When I read the comments from some of you below, I cried because it was exactly what I am feeling:

    “It sounds like you are experiencing a type of grief, an anticipatory grief—grief due to the loss of what you anticipated would be your father’s health and the life and times he should be having without this horrible disease. And many family members speak of how they wish it were them and not their loved one going through this, as it is one of the most difficult things in life to witness a loved one suffer.”

    “In the beginning I too did the research and came to the realization that my mom would likely be gone within the year. As soon as I heard the news I began grieving her passing. It was almost like she was already dead.”

    “But amid all my turmoil, I did realize that the sooner we got these things (practical loose ends) taken care of, the sooner I’d be able to focus SOLELY on taking care of him and on enjoying whatever time we may have together.”

    It always amazes me when human emotions are so universal and that is why forums like this are so important in healing. At this point, I find it very hard to deal with these emotions and trying to find out everything that I know about this disease and how/ and what can be done is somehow allowing me to cope with it better. But on the other hand, the more I find out, the less hope that I unfortunately have for things to get better. The only positive from knowing the literature is that I don’t waste any time, and instead I have been trying to spend as much time as I can with my Father as possible. When I am in his presence he is alive and the same person that I have always known him to be. And then it hits me silently, usually in the middle of a conversation, that I will lose him soon, and it becomes so unbearable. I trick myself in not dealing with these thoughts by just trying to be grateful for the time I have with him. The hardest part is not coming out and screaming at times, “but these treatments are only prolonging the inevitable- what are we going to do”. I know that down deep he already knows this but he hasn’t given up hope yet so why should I concentrate on probability when he is focusing on possibilities.
    Cancer affords us time, but is a very painful process dealing with the time you do have. It is hard for anyone to imagine that their existence will be gone unless you are the person it is happening to. It is terrifying, and as Leah said ” families lose one person, the patient loses all of their love ones”. I keep trying to figure out how to make my Father feel better about his- but some things you can never feel good about. And breaching the subject is even more painful. I am hoping that if he wants to talk about it he will. But like him, I am helpless and realize that there really isn’t anything that I can do, that life must go on, and that I have to face the fears of losing him and I must do all of this at the same time as trying to celebrate his life everyday while he is still here. Not easy to do as all of you know.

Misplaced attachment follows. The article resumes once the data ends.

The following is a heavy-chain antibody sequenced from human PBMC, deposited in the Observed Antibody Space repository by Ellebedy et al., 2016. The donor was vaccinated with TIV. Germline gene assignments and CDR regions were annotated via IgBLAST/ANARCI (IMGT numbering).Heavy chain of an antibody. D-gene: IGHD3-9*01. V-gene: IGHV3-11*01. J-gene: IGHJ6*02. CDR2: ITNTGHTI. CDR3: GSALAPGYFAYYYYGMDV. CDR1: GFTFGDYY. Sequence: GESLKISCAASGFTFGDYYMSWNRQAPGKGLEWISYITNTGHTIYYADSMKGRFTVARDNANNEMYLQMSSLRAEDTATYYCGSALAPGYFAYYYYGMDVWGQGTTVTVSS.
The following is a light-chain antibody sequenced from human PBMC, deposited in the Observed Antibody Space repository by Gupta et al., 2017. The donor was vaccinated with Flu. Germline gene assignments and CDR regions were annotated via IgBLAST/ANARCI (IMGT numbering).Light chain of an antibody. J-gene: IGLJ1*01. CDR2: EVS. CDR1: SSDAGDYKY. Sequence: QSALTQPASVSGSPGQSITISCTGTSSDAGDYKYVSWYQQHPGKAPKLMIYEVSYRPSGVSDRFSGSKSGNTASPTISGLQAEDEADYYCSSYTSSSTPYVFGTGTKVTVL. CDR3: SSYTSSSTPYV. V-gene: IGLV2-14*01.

Thank you again to all of you who took the time to write and send me your kindness. This is such a wonderful forum.

  • Rita says:


    I can feel what you’re going through so acutely. Because, in my way, too, I’m going through it too.

    A friend of mine sent me a passage written by a woman named Joan Borysenko. (I don’t know who Joan Borysenko is, but I wanted at least to attribute the quote.)

    My friend and her husband were going through cancer AT THE SAME TIME a few years ago (she, breast, he prostate. I know very well that those cancers aren’t lung cancer, however, they were having a terrible time.) When I first read the quote my friend sent me, what stuck in my mind most was that by the light of a single candle in the dark, one can only see the next step. That image has helped me as I go through this journey with my dear husband who has Stage IV lung cancer. I keep taking the next step with him, even though we can’t see beyond that step.

    After a while, the rest of the quotation has become meaningful, too. And if you’re not particularly a believer in a deity, I think you might substitute another word for “God.” (Your own higher power, love, the benign universe, the community of friends–whatever is meaningful.)

    Anyway, here is the passage:

    “You are at my side, dear friends, and God is everywhere. Yet ultimately we are alone, making our way home by the candle of the heart. The light is steady and sure but extends only far enough to see the next step. That there are steps beyond is a matter of faith. That we have the faith to endure and walk our own journey-even when we think that we are lost- is a gift of grace, and of friendship. Many times our light seems to go out. But another light, one held by a stranger or a friend, a book or a song, a blackbird or a wildflower, comes close enough so that we can see our path by its light. And in time we realize that the light we have borrowed was always also our own. ”

    I hope this helps you, Rachel, and anyone else who may read these posts. Please know that you and your father are in my thoughts and prayers.


  • Catharine says:

    Rachel and Rita –

    Thank you for your thoughtful posts and the quotation from Joan Borysenko. This is a tough topic for all of us.

    Just to add some information about Joan Borysenko: She’s a Ph.D. (in medical sciences, I think), with postdoctoral training in cancer cell biology, behavioral medicine, and psychoneuroimmunology. Her father’s death from cancer motivated a strong interest in the area of integrative medicine. She’s widely published and in demand as a speaker in the field of health, healing, and spirituality.

    – Catharine